Metaverse - A First Look
The time when Metaverse will be released to the public is approaching but I can't wait to show you tidbits of this amazing rule set. As such I will be posting reviews of sections of the game to highlight some of the aspects and options available to players. As always I will remind readers that Metaverse itself will be free, only the support software, MetaMaker, will have an associated cost. Metamaker will have one or more posts dedicated to it and can thus be discussed at a later date.
The following is an excerpt from the opening pages of Metaverse:
"Metaverse is designed as a framework rule set, allowing players to construct and battle in any universe they desire. The design process for a starship can be very detailed, if the player desires, allowing for games to focus on only a few starships or allow great fleets to do battle, as simply as possible. This design process is handled efficiently by the MetaMaker software, such that players need only focus on what they want their starships to do and perhaps what they will cost to bring to a game. The age of designing starship statistics on napkins is over; the software behind MetaMaker can take into account algorithms and unseen numbers of variables (that are far more complex than a normal person could ever be reasonably expected to handle) in order to compute the combat value and stats of a starship. This also allows players to build their starships with as few restrictions as possible. A Metaverse starship is not restricted in the numbers or size of weapons and other systems it can carry. A player can cram as much into as small a hull as possible and just assume it is of a more advanced technology level. All that they need take note of is the combat value of that starship, which is calculated for them automatically.
The game-play of Metaverse is designed to cover as many or as few possible interactions as the player desires. One group of players might not wish to use starfighters, indirect weapons, and electronic warfare, and operate solely with Cinematic starships. This group would simply not design any of these systems and capabilities into their starships and skip the relevant steps of the turn sequence thereby making a simpler and shorter turn. Another group may wish to include every possible system and capability and thereby have a longer more complex turn. Another group of players may choose to simulate cruiser duels and therefore assumes 1000t per hull hit and scale all of their weapons proportionally, including every possible subsystem in their designs. Another group might desire to command huge fleets and therefore assumes 100,000t per hull hit, scaling their weapons and including only the necessary subsystems. In this way players can twist and bend Metaverse to their will."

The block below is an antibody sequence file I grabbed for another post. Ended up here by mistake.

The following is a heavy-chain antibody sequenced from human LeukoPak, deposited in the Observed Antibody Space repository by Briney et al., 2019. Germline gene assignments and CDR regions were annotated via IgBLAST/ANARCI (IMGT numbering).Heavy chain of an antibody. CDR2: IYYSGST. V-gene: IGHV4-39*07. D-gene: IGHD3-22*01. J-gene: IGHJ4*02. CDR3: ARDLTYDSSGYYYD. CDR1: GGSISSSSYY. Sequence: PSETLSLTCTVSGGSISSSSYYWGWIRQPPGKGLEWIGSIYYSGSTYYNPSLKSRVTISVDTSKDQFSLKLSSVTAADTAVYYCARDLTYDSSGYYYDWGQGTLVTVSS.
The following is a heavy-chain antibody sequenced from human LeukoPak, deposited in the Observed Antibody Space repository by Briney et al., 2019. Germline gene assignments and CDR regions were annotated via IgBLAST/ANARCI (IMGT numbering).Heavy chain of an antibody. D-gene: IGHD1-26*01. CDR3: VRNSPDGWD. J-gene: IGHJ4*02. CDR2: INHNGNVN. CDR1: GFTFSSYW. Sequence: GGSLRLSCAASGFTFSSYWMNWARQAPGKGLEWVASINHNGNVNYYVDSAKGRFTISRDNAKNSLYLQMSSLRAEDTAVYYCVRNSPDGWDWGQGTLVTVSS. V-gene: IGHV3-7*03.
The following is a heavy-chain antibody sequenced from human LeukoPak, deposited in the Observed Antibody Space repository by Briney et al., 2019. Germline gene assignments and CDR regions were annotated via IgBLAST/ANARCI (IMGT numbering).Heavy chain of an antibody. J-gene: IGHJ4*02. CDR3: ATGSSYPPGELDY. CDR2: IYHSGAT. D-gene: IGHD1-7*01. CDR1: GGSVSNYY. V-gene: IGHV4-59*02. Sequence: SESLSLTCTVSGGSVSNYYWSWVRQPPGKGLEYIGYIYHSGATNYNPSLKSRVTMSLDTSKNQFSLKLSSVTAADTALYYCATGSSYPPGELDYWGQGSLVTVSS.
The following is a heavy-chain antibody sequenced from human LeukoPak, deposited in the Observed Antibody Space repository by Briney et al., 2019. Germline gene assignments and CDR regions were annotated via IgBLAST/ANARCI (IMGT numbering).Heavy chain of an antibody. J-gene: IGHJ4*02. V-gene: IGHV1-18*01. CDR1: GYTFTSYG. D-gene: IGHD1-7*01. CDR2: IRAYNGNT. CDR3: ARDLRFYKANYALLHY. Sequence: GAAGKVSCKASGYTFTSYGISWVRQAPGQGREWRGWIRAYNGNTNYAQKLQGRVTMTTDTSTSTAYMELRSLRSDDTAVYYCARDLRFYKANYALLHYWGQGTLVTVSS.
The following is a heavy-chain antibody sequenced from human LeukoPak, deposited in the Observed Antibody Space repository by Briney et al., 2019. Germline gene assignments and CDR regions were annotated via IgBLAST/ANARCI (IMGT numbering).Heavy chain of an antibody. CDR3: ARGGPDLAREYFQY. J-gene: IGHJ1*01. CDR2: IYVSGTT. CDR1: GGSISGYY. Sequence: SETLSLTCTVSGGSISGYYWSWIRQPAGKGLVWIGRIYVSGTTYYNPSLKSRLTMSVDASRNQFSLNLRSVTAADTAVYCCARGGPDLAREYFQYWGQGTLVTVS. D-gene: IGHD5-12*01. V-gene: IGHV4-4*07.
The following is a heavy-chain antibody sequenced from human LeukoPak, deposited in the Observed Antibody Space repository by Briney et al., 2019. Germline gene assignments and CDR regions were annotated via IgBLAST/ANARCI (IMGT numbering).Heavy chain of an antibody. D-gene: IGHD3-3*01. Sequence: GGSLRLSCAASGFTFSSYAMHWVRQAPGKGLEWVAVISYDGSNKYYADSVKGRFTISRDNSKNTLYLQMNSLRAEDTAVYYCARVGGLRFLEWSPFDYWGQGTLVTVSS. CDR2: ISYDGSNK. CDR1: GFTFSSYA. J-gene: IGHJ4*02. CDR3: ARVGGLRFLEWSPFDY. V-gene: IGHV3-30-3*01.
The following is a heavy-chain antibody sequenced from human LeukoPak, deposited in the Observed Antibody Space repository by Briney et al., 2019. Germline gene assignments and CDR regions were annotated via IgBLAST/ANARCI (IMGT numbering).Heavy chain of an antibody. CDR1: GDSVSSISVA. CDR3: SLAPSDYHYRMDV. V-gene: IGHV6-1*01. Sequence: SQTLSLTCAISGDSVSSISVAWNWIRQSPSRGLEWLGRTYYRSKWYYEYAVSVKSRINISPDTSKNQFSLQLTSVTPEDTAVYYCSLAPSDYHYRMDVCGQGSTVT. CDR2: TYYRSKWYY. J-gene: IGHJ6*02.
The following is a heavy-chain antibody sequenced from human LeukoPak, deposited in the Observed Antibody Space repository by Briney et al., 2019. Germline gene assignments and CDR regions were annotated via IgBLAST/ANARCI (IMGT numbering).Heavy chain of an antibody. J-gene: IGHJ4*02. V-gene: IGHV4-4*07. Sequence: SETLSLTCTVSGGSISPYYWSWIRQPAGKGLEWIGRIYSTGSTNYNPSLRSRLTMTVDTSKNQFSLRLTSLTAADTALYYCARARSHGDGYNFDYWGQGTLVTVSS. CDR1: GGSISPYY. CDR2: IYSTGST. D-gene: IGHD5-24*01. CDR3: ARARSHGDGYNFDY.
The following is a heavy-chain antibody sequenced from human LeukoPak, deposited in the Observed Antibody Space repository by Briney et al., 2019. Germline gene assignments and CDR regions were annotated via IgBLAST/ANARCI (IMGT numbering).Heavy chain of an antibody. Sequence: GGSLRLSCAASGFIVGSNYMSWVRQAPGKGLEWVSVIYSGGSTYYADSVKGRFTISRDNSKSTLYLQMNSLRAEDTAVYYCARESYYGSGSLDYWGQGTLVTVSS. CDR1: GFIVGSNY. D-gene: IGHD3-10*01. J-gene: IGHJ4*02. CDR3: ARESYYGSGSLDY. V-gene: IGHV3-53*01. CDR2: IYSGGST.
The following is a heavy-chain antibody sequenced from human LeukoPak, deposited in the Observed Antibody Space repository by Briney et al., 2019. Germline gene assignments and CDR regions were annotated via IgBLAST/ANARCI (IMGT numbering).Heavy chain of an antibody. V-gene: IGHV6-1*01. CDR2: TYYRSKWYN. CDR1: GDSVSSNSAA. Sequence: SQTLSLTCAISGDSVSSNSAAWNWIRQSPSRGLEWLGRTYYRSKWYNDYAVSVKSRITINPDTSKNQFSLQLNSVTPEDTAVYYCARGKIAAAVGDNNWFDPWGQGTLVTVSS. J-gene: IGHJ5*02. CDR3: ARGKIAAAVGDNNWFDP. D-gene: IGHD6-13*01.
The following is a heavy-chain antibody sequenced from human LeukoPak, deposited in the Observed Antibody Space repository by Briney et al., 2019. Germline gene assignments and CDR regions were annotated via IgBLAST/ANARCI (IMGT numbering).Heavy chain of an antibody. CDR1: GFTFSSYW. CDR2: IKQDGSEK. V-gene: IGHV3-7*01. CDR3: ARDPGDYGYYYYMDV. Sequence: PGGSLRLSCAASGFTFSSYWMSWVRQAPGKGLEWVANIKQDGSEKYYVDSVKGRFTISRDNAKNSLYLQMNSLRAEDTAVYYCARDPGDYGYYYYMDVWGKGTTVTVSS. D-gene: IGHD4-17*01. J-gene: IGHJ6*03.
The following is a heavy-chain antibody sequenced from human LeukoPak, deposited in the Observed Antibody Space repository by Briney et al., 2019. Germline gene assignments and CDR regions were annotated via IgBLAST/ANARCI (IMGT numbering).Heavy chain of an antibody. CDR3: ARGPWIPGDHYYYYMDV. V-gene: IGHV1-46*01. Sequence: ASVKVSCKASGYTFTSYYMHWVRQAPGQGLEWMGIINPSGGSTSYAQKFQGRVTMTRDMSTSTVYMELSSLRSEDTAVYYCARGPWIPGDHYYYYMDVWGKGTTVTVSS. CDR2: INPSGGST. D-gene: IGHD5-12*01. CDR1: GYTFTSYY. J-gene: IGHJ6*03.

As you can see Metaverse has been designed with flexibility in mind. Metaverse includes a great many options for the player to utilize but is designed to allow these options to be ignored or discarded at will. At its simplest, a starship in Metaverse requires only a hull, engines, weapons, and sensors. Even the weapons, which can be designed and tinkered with to the player's satisfaction, only require a die type for damage, a range, and legal targets.
Yet, some players wish to play games with all the detail and drama of knowing that subsystem B in the rear of the ship has just blown and that damage control teams are being dispatched. For these players multiple forms of propulsion systems, electronic warfare systems, secondary systems. weapon options, and even hull types, as well as layouts of the starships are available. Indeed, these two types of players can battle their stylistically opposite starships against one another with no difficulty.
The first post detailing the mechanisms of Metaverse will outline the turn sequence and what a typical turn of Metaverse will play like. To satiate the appetite until then I present some eye candy from a game to be played on New Years day.